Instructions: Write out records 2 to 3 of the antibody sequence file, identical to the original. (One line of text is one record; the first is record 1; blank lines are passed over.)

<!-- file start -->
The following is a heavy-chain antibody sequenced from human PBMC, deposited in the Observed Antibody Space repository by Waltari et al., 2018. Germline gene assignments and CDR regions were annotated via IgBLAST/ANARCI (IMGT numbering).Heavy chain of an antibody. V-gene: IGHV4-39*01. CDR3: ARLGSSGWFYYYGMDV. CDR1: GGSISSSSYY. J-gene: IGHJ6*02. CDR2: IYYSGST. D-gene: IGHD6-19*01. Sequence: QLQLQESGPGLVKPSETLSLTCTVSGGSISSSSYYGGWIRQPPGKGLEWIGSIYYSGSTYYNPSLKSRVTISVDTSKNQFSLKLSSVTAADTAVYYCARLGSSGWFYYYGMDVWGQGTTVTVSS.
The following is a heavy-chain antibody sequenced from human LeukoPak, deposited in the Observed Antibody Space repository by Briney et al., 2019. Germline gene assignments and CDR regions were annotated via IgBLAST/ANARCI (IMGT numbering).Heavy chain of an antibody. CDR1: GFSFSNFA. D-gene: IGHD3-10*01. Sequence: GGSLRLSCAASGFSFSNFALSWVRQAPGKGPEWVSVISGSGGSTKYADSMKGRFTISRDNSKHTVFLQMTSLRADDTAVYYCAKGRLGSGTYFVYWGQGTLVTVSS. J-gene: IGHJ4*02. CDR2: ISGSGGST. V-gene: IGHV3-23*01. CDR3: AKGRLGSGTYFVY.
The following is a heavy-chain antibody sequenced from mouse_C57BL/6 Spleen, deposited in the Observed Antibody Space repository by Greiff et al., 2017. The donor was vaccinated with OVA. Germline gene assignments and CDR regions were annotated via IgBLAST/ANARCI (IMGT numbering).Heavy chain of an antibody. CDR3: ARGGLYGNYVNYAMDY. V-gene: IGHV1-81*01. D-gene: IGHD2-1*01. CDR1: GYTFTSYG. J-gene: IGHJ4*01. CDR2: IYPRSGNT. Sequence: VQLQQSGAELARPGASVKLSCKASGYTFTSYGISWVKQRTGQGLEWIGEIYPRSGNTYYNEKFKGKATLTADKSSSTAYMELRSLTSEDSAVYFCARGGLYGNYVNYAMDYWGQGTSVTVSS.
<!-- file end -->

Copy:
The following is a heavy-chain antibody sequenced from human LeukoPak, deposited in the Observed Antibody Space repository by Briney et al., 2019. Germline gene assignments and CDR regions were annotated via IgBLAST/ANARCI (IMGT numbering).Heavy chain of an antibody. CDR1: GFSFSNFA. D-gene: IGHD3-10*01. Sequence: GGSLRLSCAASGFSFSNFALSWVRQAPGKGPEWVSVISGSGGSTKYADSMKGRFTISRDNSKHTVFLQMTSLRADDTAVYYCAKGRLGSGTYFVYWGQGTLVTVSS. J-gene: IGHJ4*02. CDR2: ISGSGGST. V-gene: IGHV3-23*01. CDR3: AKGRLGSGTYFVY.
The following is a heavy-chain antibody sequenced from mouse_C57BL/6 Spleen, deposited in the Observed Antibody Space repository by Greiff et al., 2017. The donor was vaccinated with OVA. Germline gene assignments and CDR regions were annotated via IgBLAST/ANARCI (IMGT numbering).Heavy chain of an antibody. CDR3: ARGGLYGNYVNYAMDY. V-gene: IGHV1-81*01. D-gene: IGHD2-1*01. CDR1: GYTFTSYG. J-gene: IGHJ4*01. CDR2: IYPRSGNT. Sequence: VQLQQSGAELARPGASVKLSCKASGYTFTSYGISWVKQRTGQGLEWIGEIYPRSGNTYYNEKFKGKATLTADKSSSTAYMELRSLTSEDSAVYFCARGGLYGNYVNYAMDYWGQGTSVTVSS.